The economic corridor must be discussed on the basis of economics first, then on political and social grounds

Profit and loss is an imperative part of all economic activities. It is not only the phenomenon of private investment but also the government sector, which according to modern and classical economics are the most vulnerable sectors of the economy owing to the lack of profit motive that would provide the incentive to allocate resources efficiently.

When a private entity is experiencing a loss, it has two options: either to file for bankruptcy, or restructure itself so that efficient allocation of resources may become possible. In the case of a public sector, bankruptcy or independent restructuring is a very difficult process.

If government economic planning is restricted only to its economic boundaries, then the probability of its damaging effect might be minimized. But the irony is that it is not possible, because every economic initiative of any government becomes the identity or narrative of that political party.

Let’s study the case of privatization. PIA has accumulated liabilities of over Rs300 billion with the loss of over Rs5.6billion monthly. If it were a private organization it would have filed for bankruptcy much earlier. But, the wastage of people’s tax money continues even as the quality of PIA’s services deteriorates with respect to private airlines. The same is happening with other state-run commercial organizations.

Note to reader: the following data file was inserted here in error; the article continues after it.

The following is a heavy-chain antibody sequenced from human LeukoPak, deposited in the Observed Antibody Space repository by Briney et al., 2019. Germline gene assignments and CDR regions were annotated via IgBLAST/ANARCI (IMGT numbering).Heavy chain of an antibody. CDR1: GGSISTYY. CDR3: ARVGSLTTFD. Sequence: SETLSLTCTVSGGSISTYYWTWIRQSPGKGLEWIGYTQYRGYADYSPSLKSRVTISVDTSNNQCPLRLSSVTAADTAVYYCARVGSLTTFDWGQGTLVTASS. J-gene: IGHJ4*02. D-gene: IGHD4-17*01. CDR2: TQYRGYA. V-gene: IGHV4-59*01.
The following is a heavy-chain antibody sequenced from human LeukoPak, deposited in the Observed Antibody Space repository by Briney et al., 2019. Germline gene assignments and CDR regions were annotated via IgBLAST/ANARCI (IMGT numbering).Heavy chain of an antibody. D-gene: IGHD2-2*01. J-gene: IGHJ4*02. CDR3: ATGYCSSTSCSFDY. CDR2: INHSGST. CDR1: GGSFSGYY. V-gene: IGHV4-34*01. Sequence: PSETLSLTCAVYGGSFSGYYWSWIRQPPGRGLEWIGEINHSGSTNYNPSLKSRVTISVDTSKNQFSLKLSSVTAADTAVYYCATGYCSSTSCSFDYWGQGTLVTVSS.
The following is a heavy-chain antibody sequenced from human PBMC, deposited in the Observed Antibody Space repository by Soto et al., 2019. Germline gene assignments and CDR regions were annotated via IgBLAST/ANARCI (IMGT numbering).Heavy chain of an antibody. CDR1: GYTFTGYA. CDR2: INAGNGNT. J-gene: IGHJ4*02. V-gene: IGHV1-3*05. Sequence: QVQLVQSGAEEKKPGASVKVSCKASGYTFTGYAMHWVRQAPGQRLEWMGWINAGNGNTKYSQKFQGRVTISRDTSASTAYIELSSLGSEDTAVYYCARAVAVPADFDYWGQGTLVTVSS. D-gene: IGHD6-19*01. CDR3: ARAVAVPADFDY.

If we analyze bilateral trade agreements between countries, we realize that these might be profitable. It depends on the terms and conditions of the agreement. Secondly, the trend of the regional trade agreement is continuously declining which was on the rise, especially after the emergence of European Union. The European model itself is in crisis, ASEAN is not developing anymore, and NAFTA is being killed by Trump. There are no serious efforts for trade regionalization all over the world except China, which aims to strengthen its strategic and logistical arms with these corridors. The famous economist Dani Rodrick concludes his article Don’t Cry over Dead Trade Agreements with these words: